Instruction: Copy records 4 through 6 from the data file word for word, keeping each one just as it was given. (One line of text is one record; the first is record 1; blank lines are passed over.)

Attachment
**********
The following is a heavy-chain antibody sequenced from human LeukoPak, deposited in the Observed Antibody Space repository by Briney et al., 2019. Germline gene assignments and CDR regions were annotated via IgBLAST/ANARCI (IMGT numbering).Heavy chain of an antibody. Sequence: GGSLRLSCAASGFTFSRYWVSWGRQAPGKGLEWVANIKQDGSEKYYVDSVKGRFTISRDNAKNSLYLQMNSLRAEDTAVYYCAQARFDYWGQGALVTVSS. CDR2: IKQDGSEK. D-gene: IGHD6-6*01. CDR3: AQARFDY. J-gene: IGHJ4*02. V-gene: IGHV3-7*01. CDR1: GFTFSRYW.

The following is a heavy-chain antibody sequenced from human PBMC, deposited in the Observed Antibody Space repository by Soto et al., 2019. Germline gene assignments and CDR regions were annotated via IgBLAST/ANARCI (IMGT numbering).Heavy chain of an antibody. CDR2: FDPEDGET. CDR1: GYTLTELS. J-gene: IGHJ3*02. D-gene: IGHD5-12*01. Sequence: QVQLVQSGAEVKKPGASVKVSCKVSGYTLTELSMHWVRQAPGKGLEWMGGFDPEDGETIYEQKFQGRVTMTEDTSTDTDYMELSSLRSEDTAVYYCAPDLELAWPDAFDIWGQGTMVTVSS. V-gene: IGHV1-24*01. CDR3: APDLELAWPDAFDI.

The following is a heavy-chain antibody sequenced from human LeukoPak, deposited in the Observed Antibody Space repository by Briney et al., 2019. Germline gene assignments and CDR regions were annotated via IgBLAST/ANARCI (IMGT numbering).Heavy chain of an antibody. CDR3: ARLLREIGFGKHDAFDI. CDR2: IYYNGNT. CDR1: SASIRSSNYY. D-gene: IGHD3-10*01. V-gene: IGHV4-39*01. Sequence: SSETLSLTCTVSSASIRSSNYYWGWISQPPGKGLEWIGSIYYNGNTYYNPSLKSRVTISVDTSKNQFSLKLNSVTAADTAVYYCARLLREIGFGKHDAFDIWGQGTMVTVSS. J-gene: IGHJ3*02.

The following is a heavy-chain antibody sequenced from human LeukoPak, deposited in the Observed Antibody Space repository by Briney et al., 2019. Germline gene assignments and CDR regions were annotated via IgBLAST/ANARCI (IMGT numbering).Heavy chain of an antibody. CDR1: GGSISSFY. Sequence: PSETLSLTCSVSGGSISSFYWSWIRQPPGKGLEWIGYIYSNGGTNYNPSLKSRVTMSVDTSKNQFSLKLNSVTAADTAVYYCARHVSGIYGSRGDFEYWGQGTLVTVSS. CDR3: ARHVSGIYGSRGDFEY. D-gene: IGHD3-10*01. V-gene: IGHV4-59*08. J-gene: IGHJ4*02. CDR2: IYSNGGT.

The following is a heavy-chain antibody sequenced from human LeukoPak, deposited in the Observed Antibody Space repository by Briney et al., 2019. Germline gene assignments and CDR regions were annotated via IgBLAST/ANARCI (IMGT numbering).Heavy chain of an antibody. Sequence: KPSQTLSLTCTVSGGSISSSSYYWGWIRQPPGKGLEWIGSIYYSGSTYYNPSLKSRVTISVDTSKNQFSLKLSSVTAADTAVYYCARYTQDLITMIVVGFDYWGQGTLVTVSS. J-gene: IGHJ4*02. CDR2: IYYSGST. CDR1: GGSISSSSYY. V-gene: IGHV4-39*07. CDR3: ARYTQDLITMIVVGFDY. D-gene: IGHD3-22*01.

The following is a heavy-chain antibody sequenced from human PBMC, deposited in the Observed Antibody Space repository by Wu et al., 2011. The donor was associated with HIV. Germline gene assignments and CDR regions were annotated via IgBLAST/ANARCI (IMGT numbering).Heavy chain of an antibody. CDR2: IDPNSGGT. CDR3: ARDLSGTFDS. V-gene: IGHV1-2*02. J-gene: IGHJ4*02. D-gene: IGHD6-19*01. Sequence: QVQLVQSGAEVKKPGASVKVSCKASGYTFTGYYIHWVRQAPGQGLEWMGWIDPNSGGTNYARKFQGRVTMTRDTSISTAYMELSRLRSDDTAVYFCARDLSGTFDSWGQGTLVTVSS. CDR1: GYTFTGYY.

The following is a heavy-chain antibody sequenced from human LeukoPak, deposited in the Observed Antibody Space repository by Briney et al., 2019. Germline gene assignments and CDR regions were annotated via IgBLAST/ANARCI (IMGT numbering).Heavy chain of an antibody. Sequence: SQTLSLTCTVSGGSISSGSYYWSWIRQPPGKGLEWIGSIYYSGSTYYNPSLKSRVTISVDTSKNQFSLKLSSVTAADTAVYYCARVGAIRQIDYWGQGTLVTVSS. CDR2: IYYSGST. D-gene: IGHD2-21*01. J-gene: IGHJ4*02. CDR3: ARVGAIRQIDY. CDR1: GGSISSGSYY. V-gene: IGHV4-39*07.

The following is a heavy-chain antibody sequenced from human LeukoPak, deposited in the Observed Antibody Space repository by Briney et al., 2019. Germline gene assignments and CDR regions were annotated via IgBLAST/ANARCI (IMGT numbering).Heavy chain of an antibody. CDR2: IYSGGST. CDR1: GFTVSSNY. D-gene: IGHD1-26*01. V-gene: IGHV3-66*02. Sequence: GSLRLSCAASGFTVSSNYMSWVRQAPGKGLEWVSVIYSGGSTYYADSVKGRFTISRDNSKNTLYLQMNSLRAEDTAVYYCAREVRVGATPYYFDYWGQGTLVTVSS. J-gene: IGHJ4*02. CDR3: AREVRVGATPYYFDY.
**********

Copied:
The following is a heavy-chain antibody sequenced from human LeukoPak, deposited in the Observed Antibody Space repository by Briney et al., 2019. Germline gene assignments and CDR regions were annotated via IgBLAST/ANARCI (IMGT numbering).Heavy chain of an antibody. CDR1: GGSISSFY. Sequence: PSETLSLTCSVSGGSISSFYWSWIRQPPGKGLEWIGYIYSNGGTNYNPSLKSRVTMSVDTSKNQFSLKLNSVTAADTAVYYCARHVSGIYGSRGDFEYWGQGTLVTVSS. CDR3: ARHVSGIYGSRGDFEY. D-gene: IGHD3-10*01. V-gene: IGHV4-59*08. J-gene: IGHJ4*02. CDR2: IYSNGGT.

The following is a heavy-chain antibody sequenced from human LeukoPak, deposited in the Observed Antibody Space repository by Briney et al., 2019. Germline gene assignments and CDR regions were annotated via IgBLAST/ANARCI (IMGT numbering).Heavy chain of an antibody. Sequence: KPSQTLSLTCTVSGGSISSSSYYWGWIRQPPGKGLEWIGSIYYSGSTYYNPSLKSRVTISVDTSKNQFSLKLSSVTAADTAVYYCARYTQDLITMIVVGFDYWGQGTLVTVSS. J-gene: IGHJ4*02. CDR2: IYYSGST. CDR1: GGSISSSSYY. V-gene: IGHV4-39*07. CDR3: ARYTQDLITMIVVGFDY. D-gene: IGHD3-22*01.

The following is a heavy-chain antibody sequenced from human PBMC, deposited in the Observed Antibody Space repository by Wu et al., 2011. The donor was associated with HIV. Germline gene assignments and CDR regions were annotated via IgBLAST/ANARCI (IMGT numbering).Heavy chain of an antibody. CDR2: IDPNSGGT. CDR3: ARDLSGTFDS. V-gene: IGHV1-2*02. J-gene: IGHJ4*02. D-gene: IGHD6-19*01. Sequence: QVQLVQSGAEVKKPGASVKVSCKASGYTFTGYYIHWVRQAPGQGLEWMGWIDPNSGGTNYARKFQGRVTMTRDTSISTAYMELSRLRSDDTAVYFCARDLSGTFDSWGQGTLVTVSS. CDR1: GYTFTGYY.